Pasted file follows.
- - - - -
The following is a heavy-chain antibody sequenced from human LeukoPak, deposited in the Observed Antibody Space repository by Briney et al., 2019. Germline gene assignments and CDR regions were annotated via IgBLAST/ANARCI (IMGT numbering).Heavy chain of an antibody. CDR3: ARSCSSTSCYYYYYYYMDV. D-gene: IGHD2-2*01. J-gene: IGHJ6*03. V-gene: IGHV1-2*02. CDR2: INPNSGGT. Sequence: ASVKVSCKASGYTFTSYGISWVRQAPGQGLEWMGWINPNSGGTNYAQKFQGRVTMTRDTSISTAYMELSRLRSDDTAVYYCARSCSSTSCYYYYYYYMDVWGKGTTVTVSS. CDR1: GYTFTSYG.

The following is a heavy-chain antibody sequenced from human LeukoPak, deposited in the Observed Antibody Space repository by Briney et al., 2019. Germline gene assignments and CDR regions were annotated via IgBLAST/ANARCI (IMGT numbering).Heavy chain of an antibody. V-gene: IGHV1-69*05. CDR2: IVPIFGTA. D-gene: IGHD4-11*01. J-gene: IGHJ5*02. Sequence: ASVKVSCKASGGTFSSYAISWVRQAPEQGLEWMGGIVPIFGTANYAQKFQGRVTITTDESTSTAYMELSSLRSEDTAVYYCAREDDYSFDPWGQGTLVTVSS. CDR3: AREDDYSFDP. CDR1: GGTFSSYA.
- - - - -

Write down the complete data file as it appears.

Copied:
The following is a heavy-chain antibody sequenced from human LeukoPak, deposited in the Observed Antibody Space repository by Briney et al., 2019. Germline gene assignments and CDR regions were annotated via IgBLAST/ANARCI (IMGT numbering).Heavy chain of an antibody. CDR3: ARSCSSTSCYYYYYYYMDV. D-gene: IGHD2-2*01. J-gene: IGHJ6*03. V-gene: IGHV1-2*02. CDR2: INPNSGGT. Sequence: ASVKVSCKASGYTFTSYGISWVRQAPGQGLEWMGWINPNSGGTNYAQKFQGRVTMTRDTSISTAYMELSRLRSDDTAVYYCARSCSSTSCYYYYYYYMDVWGKGTTVTVSS. CDR1: GYTFTSYG.

The following is a heavy-chain antibody sequenced from human LeukoPak, deposited in the Observed Antibody Space repository by Briney et al., 2019. Germline gene assignments and CDR regions were annotated via IgBLAST/ANARCI (IMGT numbering).Heavy chain of an antibody. V-gene: IGHV1-69*05. CDR2: IVPIFGTA. D-gene: IGHD4-11*01. J-gene: IGHJ5*02. Sequence: ASVKVSCKASGGTFSSYAISWVRQAPEQGLEWMGGIVPIFGTANYAQKFQGRVTITTDESTSTAYMELSSLRSEDTAVYYCAREDDYSFDPWGQGTLVTVSS. CDR3: AREDDYSFDP. CDR1: GGTFSSYA.